Virtual currency is a new, untested, and unregulated asset. The Internal Revenue Service (IRS) defines “virtual currency” as a digital representation of value that functions as a medium of exchange, a unit of account, and/or a store of value. “Convertible virtual currency” is virtual currency that has an equivalent value in real currency, or acts as a substitute for real currency. For simplicity, this post will use the terms virtual currency and convertible virtual currency interchangeably. Virtual currency is held for investment, used to pay for goods and services, and traded through online exchanges. Bitcoins and Ripples are the most well-known types of virtual currency. Bitcoins and Ripples contain their own version of virtual currency and systems, including payment systems. A Bitcoin or Ripple is sent between two accounts, converted into other currency, or used to pay for goods and services. Both Ripples and Bitcoins are finite in number, with only a certain number existing. Virtual currency is volatile, with unpredictable swings in value.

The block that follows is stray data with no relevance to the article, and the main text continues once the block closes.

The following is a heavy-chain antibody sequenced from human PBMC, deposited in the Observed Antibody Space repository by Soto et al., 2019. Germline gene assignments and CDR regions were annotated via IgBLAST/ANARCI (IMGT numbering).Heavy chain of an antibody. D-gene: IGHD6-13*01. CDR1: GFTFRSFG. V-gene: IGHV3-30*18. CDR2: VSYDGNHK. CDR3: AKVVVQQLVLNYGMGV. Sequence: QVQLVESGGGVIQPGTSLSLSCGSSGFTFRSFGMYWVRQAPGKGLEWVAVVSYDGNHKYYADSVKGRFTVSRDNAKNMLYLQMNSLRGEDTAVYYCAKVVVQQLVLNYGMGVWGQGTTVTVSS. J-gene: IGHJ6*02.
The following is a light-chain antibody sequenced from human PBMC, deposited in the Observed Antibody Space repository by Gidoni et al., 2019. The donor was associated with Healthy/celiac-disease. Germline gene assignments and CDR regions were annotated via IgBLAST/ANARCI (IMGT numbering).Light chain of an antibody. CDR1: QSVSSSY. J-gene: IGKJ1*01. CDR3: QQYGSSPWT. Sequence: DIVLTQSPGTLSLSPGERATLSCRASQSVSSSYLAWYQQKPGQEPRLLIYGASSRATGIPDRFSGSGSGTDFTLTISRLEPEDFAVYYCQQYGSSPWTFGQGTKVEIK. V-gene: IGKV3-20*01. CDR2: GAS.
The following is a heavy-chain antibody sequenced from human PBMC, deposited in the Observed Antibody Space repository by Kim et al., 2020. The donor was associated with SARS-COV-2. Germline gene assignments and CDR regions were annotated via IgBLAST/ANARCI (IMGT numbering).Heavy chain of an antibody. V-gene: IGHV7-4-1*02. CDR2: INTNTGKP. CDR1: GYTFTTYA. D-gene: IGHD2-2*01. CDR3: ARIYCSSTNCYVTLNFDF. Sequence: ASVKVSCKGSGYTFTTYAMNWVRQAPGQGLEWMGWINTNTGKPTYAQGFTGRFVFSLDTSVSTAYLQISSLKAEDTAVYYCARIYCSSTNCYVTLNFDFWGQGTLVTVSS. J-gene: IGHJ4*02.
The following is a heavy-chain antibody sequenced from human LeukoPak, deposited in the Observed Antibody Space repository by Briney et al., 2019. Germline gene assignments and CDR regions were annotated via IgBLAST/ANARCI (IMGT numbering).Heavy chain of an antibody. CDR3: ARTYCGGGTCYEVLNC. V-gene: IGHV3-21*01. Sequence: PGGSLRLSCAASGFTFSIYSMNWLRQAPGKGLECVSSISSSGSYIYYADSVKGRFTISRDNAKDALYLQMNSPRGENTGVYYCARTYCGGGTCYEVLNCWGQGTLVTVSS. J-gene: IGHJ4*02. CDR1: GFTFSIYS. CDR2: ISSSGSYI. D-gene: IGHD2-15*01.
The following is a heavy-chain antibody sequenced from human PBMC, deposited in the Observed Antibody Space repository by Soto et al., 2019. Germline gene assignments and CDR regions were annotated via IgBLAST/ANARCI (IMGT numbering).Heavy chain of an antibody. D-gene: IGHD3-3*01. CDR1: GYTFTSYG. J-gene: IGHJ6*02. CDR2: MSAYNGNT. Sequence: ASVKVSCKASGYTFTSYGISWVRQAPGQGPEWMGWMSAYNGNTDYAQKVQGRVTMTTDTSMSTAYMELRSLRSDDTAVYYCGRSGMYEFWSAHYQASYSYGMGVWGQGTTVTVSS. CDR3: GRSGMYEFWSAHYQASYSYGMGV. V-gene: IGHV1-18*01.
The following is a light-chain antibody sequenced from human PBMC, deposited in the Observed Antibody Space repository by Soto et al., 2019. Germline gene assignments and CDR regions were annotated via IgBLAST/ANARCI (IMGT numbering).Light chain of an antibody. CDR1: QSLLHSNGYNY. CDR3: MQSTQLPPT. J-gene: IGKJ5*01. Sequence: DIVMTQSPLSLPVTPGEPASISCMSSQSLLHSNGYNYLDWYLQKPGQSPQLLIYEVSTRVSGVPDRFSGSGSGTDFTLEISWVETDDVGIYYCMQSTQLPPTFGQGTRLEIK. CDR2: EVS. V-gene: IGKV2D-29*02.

A particular virtual currency’s long-term viability is questionable because virtual currency is far from “mainstream.” Few merchants accept virtual currency for payment. Virtual currency is unregulated and decentralized, meaning there is no bank or governmental oversight. Taxpayers, however, might have to report virtual currency held in foreign exchanges to the IRS. Although the accounts currently are not subject to Report of Foreign Bank and Financial Accounts (FBAR) requirements, commentators opine that, in the future, virtual currency accounts could be subject to FBAR and the foreign exchanges could be subject to reporting under the Foreign Account Tax Compliance Act. Virtual currency is subject to higher scrutiny by law enforcement agencies due to perceived abuses. In law enforcement’s view, because virtual currency transactions are largely anonymous, opportunities exist for money laundering and tax evasion. Continue Reading